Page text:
Hi and hello. My name is Monika Bigaj-Kisała and I’m a teacher of English, a worshipper of two cats, a socially awkward extrovert and a gamer. But first and foremost I am a storyteller and during the next 45 minutes I will take you on the journey where I will share my stories and you will spin yours, with superheroes, coffee and the Great Cthulhu.
Brene Brown says we all are born storytellers and by the end of our meeting I want you to discover your potential as a super-hero of your own story.
21 years ago I was 15, waiting for my diploma for reaching the finals of the regional English language contest, which was quite a big deal at that time. Fun fact, I had started learning English properly only two years before. I started attending English classes when I was 11 and for 2 years I had classes with an Ukrainian teacher who would start with lessons focused only on pronunciation drills like “hit-lit-wit” to be followed the next year by translation of English jokes. No grammar, no communication. Then we got a less unusual teacher and she would start with Present Simple and the verb “to be”, and pretty soon she discovered I actually know some English and can communicate quite decently, although I had no appropriate education. So she started to hone my skills and two years later I turned out to be a pretty good student.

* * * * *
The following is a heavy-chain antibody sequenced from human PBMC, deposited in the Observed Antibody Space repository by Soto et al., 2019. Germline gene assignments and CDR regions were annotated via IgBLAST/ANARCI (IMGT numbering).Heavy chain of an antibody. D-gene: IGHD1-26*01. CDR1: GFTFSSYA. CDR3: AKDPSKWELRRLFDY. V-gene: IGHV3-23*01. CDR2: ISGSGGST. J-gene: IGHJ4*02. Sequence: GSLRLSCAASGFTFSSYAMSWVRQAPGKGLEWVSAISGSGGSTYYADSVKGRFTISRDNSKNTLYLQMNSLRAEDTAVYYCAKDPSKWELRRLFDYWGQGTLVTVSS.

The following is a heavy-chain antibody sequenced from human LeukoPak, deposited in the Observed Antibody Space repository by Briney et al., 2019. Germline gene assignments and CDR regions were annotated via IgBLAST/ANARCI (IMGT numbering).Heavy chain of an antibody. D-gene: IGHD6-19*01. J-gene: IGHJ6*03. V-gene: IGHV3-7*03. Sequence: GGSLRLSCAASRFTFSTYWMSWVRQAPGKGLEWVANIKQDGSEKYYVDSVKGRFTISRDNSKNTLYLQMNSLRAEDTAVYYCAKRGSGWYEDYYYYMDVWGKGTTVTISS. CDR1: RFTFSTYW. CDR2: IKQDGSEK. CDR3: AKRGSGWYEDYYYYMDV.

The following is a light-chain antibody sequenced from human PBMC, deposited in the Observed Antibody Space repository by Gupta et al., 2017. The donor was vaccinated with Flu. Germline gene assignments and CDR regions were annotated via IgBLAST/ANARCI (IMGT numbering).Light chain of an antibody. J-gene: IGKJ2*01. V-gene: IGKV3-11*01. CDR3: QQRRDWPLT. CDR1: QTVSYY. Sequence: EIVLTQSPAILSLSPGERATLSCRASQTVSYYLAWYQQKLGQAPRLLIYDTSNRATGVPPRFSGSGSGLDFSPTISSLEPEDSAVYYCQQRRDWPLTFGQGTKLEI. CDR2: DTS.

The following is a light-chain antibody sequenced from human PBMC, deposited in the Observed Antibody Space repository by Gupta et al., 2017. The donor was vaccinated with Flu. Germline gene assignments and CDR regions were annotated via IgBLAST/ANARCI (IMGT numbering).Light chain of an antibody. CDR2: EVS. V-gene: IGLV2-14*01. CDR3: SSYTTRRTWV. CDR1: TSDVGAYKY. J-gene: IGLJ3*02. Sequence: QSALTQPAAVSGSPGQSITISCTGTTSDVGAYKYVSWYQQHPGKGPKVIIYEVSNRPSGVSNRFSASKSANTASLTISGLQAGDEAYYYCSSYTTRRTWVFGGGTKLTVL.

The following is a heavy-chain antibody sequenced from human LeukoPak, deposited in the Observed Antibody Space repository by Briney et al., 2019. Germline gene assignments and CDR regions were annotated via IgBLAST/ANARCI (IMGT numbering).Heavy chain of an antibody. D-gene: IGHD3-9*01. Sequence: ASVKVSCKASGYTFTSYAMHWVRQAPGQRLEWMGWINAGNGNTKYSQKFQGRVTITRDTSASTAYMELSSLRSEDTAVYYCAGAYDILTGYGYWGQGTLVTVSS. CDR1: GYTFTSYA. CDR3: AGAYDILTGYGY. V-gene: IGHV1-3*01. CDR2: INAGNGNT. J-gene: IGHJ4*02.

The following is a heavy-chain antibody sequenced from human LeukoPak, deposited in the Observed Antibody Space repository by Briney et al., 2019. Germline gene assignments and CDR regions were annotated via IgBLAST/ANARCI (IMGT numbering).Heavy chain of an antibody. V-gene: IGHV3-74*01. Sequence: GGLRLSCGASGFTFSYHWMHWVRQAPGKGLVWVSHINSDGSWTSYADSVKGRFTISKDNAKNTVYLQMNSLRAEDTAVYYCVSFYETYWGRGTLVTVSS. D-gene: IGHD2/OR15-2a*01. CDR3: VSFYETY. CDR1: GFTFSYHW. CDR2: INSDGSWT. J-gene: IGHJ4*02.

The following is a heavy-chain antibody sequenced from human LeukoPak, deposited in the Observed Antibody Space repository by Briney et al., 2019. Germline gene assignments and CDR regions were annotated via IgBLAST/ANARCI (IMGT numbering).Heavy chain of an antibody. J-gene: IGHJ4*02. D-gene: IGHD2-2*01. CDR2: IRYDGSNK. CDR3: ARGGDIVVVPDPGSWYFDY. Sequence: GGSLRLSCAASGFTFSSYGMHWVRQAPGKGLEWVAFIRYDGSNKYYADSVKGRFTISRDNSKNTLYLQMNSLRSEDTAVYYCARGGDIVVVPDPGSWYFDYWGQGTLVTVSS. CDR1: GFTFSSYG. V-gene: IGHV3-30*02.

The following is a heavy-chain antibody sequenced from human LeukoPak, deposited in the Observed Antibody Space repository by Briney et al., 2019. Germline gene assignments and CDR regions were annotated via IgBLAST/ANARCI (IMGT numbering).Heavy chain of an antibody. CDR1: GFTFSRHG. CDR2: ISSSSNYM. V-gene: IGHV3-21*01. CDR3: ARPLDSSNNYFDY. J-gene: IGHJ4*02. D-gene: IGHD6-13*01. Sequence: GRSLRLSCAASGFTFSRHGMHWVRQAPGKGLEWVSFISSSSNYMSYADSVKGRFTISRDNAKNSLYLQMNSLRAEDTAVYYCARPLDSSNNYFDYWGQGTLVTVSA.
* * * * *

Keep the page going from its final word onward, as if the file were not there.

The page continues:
The reason behind my linguistic abilities wasn’t a great teacher, nor was my natural talent. The two aspects responsible for improving my English were Cartoon Network and computer games. I spent my free time watching cartoons in English and that helped me develop my receptive skills, but playing games – Elvira, King’s Quests, Alone in the Dark – was what made me produce. I had to understand the meaning and act accordingly. There were no online games as it was ages before the Internet and in order to get a game you had to catch a dinosaur and ride it to the nearest game dealer, but still, games were communication. A game ordered me to do something, I had to understand and react, and the game judged whether my understanding was correct.
But then I didn’t appreciate the educational approach of the games, I only found it a source of fun.
One of the things that have set me on the quest of finding Holy Grail of the RPG in TEFL was the tedious environment of the coursebook-oriented curriculum. After years of using the same scheme of lessons, I started to dream of a course where changes would be part of its curriculum. And what gives RPGs such allure is certainly their variety – declaring actions (as acting out is not really a necessity), following the plot and building a story is similar everywhere, differences are in the worlds – and those are aplenty.
Jerzy Szeja explains that narrative Role Playing requires a person leading the game (GM: Game Master) and at least one player who impersonates a character (PC: Player’s Character). The world is described in a particular system of a narrative RPG along with the rules and mechanics.
RPG may be compared to children’s games where participants play different roles (e.g. cops and thieves), but a GM is the person who makes all the difference with outlining the proper plot and acting out other interactive characters.
The basic semiotic model of communication in RPG, looks rather simple:
GM describes the setting and NPCs actions.
PCs declare actions (sometimes after discussion to decide the way of behaviour).
GM describes the result of the actions (often based on mechanics).
And the whole cycle repeats itself.